The Small Business Owner's Guide To Holiday Season Etiquette

Employees work hard all year, and they expect a reward in December. Here's what you need to do (and what you don't).
Business Writers
December 13, 2011

It's that time of year again.

The holiday season brings with it as much stress as cheer and as much chaos as tranquil time at home with family and friends. Wrapping up the year leaves small business owners with a lot to consider: end-of-year bonuses, holiday parties and more.

Many smaller operations don't have the cash to toss around that deep-pocketed corporations do, but employee satisfaction matters no matter your business's scope. That's why you need to enter the last few weeks of the year prepared. Know what's expected. Know what you need to do (and what you don't).

Employees work hard year-round, and this is the season to honor that. It's important, and so is having the right holiday season approach for your office. Here are a few tips to guide you.

End-of-year bonuses

There are two important things to remember when it comes to doling out those checks.

First, whatever amount you set to give will be the benchmark by which employees measure all future bonuses. Consider that when you're deciding whether to award them, and be forward-thinking (if you decide to give that extra cash) when you set an amount. You don't want to set yourself up to disappoint in the future if you give too much this time around. And if you have a tradition of giving bonuses, you should also keep that in mind. Employees will most definitely remember how much money you tossed their way last year.

Second, remember there are alternatives. Obviously, a year-end bonus is a nice way to show gratitude, but there are other (less expensive) ways, too. If your fiscal forecast doesn't look so hot, don't force bonuses into it. That said, if you decide against giving them out, showing your appreciation another way becomes even more important.


Everyone loves an extra buck or two, but if you can only set aside a little bit for each person's bonus, you might want to rethink it. It could be insulting to receive a check for an amount much smaller than expected.

Gifts can be a significantly less spendy stand-in. Make sure you know your workers well enough to give something that they'd actually appreciate, and give accordingly. Selecting the same universally enjoyable item for everyone—like a decent-quality bottle of wine, for instance—is a pretty safe bet.

Holiday parties

Because people generally look forward to work-sponsored holiday parties and because you can have one on the cheap, you should build it into your winter plans.

An added bonus for you, as a manager: It gives your workers a chance to connect and build rapport outside the normal setting, which will likely help them work more effectively together. Plus, it gives you and your workers a chance to get a sense of each others' personalities, too, which is a win-win for productivity and communication moving forward.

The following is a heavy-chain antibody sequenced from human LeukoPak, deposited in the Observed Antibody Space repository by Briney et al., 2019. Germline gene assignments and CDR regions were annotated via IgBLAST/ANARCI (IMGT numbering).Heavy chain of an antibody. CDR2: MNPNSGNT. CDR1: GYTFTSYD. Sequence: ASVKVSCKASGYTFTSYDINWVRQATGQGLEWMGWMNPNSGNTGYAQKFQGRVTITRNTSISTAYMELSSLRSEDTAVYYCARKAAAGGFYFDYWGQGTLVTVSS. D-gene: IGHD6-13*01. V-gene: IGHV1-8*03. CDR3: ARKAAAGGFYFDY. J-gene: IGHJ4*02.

Remember that you don't need to go all-out. Do something that matches your office culture—maybe that's a company-funded happy hour, a case or two of beer in the break room after work or catered hors d'oeuvres with an open bar for employees and their significant others. Don't feel pressure to do too much, but put a solid effort in planning. If you're not sure what to do, ask workers for their input. They'll definitely tell you what will make them happy.

Above all, be inclusive, make sure you're offering a laid-back environment, and cool it on serious shop talk. This should be a function everyone can enjoy, and will look forward to next year.

Giving time off

Chances are, by now, your employees will be itching to get out of the office for longer than a weekend. The holidays provide a much-needed reprieve from the daily grind, and many people choose to travel or spend time with the families to celebrate and decompress.

But as a small business, each person on your team has an important function that can't be covered by just anybody. Plan ahead and talk to each of your workers about what they expect or require in terms of time off during the holiday season. Facilitate trade-offs (Joe takes the day before Christmas Eve, Jill takes the day after New Year's) to make sure your office is covered.

Still, the holidays will leave you partially staffed for at least a week. Be prepared for reduced productivity and be flexible about it; griping about projects and forcing long hours during this time of year is a surefire way to destroy morale. Luckily, the businesses you work with and for will be in the same boat as you. You're probably light on deadlines and meetings then anyway.

Image credit: ThinkStock